• December 21, 2014

Analysis NFL should learn from Longhorns’ Strong example

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Posted: Thursday, July 24, 2014 11:54 pm

University of Texas football coach Charlie Strong and NFL Commissioner Roger Goodell are different people with different roles. 

Besides the differences in age, upbringing and position in relation to the game of football, there is another thing that now distinguishes these men: doling out punishment when it comes to players engaging or allegedly engaging in violence against women.

On Thursday, that was evident with Goodell’s handling of Baltimore Ravens running back Ray Rice’s suspension and the way Strong went about punishing a pair of wide receivers who were charged with sexual assault.

Goodell gave Rice a slap on the wrist while Strong suspended Kendall Sanders and Montrel Meander indefinitely after both were arrested and charged with sexual assault, a second-degree felony.

Goodell’s slap on the wrist

Rice will not play against the Cincinnati Bengals or Pittsburgh Steelers after getting his suspension as a result of an altercation that left his then-fiancée, now wife, unconscious in an Atlantic City casino in February.

Numerous media outlets obtained the video of casino elevator doors opening and showing Rice dragging his fiancée out of the elevator by the hair.

Rice entered a program for first-time offenders that would clear his criminal record and got married to her days after a grand jury indictment.

In the court of Goodell, you get a one-year suspension for such infractions as receiving a second DUI, receiving impermissible benefits while playing in college and testing positive for marijuana.

Also for Goodell, knocking out an opponent with a helmet-to-helmet hit on Sunday is equally as serious as knocking out your fiancée. (Washington Redskins’ Brandon Meriweather was suspended two games for his helmet-to-helmet hit last October.)

But this speaks to a bigger problem in the NFL. Goodell has a personal conduct policy and after getting his punishment, the first thing Rice was concerned about was not being on the field.

“It is disappointing that I will not be with my teammates for the first two games of the season, but that’s my fault,” Rice said in a statement released by the Ravens. “As I said earlier, I failed in many ways. But, Janay and I have learned from this. We have become better as a couple and as parents.”

And when asked about the punishment, Ravens head coach John Harbaugh told ESPN: “There are consequences when you make a mistake like that. I stand behind Ray. He’s a heck of a guy. He’s done everything right since. He makes a mistake. He’s going to have to pay a consequence.”

I would describe Rice as a good football player and an important part of Baltimore’s Super Bowl championship team two years ago, but not a heck of a guy.

Strong message

Strong, on the other hand, faced his first off-the-field issue since taking over as Longhorns head coach and hours after the charges came down, Strong acted swiftly and suspended both players indefinitely.

The story broke on Thursday morning. I heard the radio hosts read out portions of the affidavit that were deemed to be less graphic, but even those made me cringe.

Both players were arrested in connection with the incident that occurred in June and released on a personal recognizance bond.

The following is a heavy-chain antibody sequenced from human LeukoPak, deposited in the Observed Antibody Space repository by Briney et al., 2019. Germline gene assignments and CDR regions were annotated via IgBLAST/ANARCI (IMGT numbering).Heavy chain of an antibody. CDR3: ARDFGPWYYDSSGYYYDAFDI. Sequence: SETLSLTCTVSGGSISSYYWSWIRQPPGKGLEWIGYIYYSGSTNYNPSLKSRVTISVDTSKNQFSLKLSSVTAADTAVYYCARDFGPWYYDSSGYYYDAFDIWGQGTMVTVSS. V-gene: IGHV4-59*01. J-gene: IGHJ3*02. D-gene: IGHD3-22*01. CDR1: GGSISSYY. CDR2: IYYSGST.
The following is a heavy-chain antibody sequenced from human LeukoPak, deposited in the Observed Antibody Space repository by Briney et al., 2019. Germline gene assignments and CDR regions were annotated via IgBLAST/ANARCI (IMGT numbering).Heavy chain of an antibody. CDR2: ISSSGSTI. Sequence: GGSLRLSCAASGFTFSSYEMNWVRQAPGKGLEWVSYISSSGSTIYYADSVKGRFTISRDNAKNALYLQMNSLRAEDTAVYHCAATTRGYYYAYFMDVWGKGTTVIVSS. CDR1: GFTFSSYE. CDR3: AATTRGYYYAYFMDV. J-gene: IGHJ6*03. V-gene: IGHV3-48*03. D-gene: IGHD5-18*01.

Now don’t get me wrong, I don’t want to contribute to turning this into a Duke Lacrosse incident where some of the media convicted those guys before their trial.

Sanders and Meander will have their day in court and if they are cleared of all wrongdoing, they should have the opportunity to fight for their spot on Strong’s team, or any other team that will take them.

Strong succeeded Mack Brown at Texas and brought with him five core values: be honest, treat women with respect, no drugs, no stealing and no guns. He let it be known during Big 12 Media Days in Dallas that a good way to be kicked off the team is to break one of these.

Strong wanted the team to be disciplined on the field and be good guys off it. He kicked running back Chet Moss and defensive back Leroy Scott off the team in March after they both failed drug tests.

So it appears that Sanders and Meander are out and even if acquitted, it may be in their best interest to get away from Austin and make a new start somewhere else.

“We’ve been monitoring and addressing the situation with Kendall and Montrel since it was brought to our attention,” Strong said in a statement. “It’s been made clear to everyone on our team that treating women with respect is one of our core values, and I’m extremely disappointed that two young men in our program have been accused of not doing that. With the recent charges against them, they have been suspended indefinitely from our football team and will no longer participate in any team functions.”

It is also worth noting that there is an increased awareness of sexual assault on campus after the U.S. Department of Education released a list of 50 higher education institutions being investigated for Title IX violations over their handling of rape allegations on campus in May. UT was not on that list.

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1 comment:

  • donnie posted at 7:27 am on Fri, Jul 25, 2014.

    donnie Posts: 1

    This article compares college football events to NFL events. Over the past couple of years I've seen all college coaches do the same thing as Strong. The story is the actions of the players not what Strong did. He is a new coach and we don't know yet about the results of his coaching. Wait awhile before you place him on a pedestal.